I am currently rebranding the Daughter of the Dragon Throne series with new covers and titles to reflect the epic fantasy/sword and sorcery market. The Dragon Scale Lute has already been redone as Songs of Insurrection, and the next three should follow within the first couple of months of 2017. If you liked the old …View full post
If you’ve read any of the Daughter of the Dragon Throne series, you’ve heard of Yanyan, who sang Avarax to sleep. Her story is included in Bite-Sized Stories, an awesome FREE short story anthology available on AMAZON and Nook, orView full post
Chapter 1: Not So Chance Meetings
If marriage were a woman’s grave as the proverb claimed, sixteen-year-old Princess Kaiya suspected the Emperor was arranging her funeral. Entourage in tow, she shuffled through the castle halls toward the garden where General Lu waited. With his notorious dislike of the arts, the self-proclaimed Guardian Dragon of Hua undoubtedly envisioned a different kind of audition when he requested to hear her sing.
After all, she was dressed like a potential bride.
She stifled a snort. The Guardian Dragon, such a pretentious nickname. The only real dragon Avarax, who lorded over some faraway land, might make for a more appealing audience. The quick trip down his gullet would spare her a slow death in a marriage with neither love nor music. And it wouldn’t matter what she wore.
The gaudy dress compensated for her numerous physical imperfections, but stifled the only thing that made her special. How was she supposed to sing with the inner robe and gold sash squeezing her chest in a futile attempt to misrepresent her woefully underdeveloped curves? The tight fold of the skirts concealed her lanky legs, but forced a deliberate pace. At least the short stride delayed the inevitable, while preventing her unsightly feet from tripping on the hanging sleeves of the vermilion outer gown.
At her side, Crown Princess Xiulan glided across the chirping floorboards. Kaiya suppressed a sigh. If only she could move with such nonchalant grace as her sister-in-law, or even the six handmaidens trailing them. She dug her nails into clammy hands. Through this choreographed farce, appearances had to be maintained lest she embarrass her father, the Tianzi.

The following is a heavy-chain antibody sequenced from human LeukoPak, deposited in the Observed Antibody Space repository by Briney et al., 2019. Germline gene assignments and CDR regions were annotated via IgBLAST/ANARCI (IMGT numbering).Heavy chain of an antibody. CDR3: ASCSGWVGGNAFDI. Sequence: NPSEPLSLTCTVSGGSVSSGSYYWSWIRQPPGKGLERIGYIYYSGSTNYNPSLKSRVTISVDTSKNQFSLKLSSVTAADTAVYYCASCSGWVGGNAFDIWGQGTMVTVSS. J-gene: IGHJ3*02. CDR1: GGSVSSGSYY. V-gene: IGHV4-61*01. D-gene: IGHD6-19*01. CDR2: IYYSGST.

Chin up, back straight. A racing heart threatened to ruin an already meager semblance of imperial grace. Eyes forward. Servants knelt on either side of the looming double doors, ready to slide them open. She forced a smile, with her best approximation of feminine charm. If only she’d lived before the magic of music had faded into legend, she could’ve sent the realm’s victorious hero fleeing with the song he supposedly wanted to hear.
An aging palace official stepped into her line of sight.
Singular focus on the doors broken, she blinked. Her fluttering pulse lurched to a stop as she blew out a breath.
His blue robes ruffled as he tottered forward with averted eyes and a bobbing head. He creaked down into a bow. “Emergency, Dian-xia,” he said, using the formal address for her rank. “The Tianzi commands you to greet a foreign delegation in the Hall of Bountiful Harvests.”
Her heart remembered to beat again, and she looked first toward the doors and then down at the man, whose insignias marked him as a secretary for the Ministry of Appointments. Outlandish excuses had mercifully cut short each of the six previous meetings with eligible young lords. Six times in all.
But a foreign delegation? Before even meeting the suitor? That was a first. Her expression slipped as much as it could beneath the layers of pearl powder caked to her face. “There must be a mistake. Surely the honor would fall to the Crown Prince.”
He bowed his head again. “No, Dian-xia. With your linguistic talents, the Tianzi thought you better suited to meet with them.”
Apparently, small talk with some foreign lord’s wife constituted an emergency these days. Still, the unspoken message needed little interpretation: the foreigners were beneath a prince. At least it meant delaying matchmaking. Kaiya cast a glance at Xiulan. “Then shall the Crown Prince take my place and sing to General Lu?”
Her supposed chaperone buried a giggle with slender fingers.
The man’s eyes darted back and forth, his lips quivering. “I…I…”
Xiulan stepped forward and brushed her hand across Kaiya’s arm. “Go on, meet with the foreigners. I will explain things to the general.”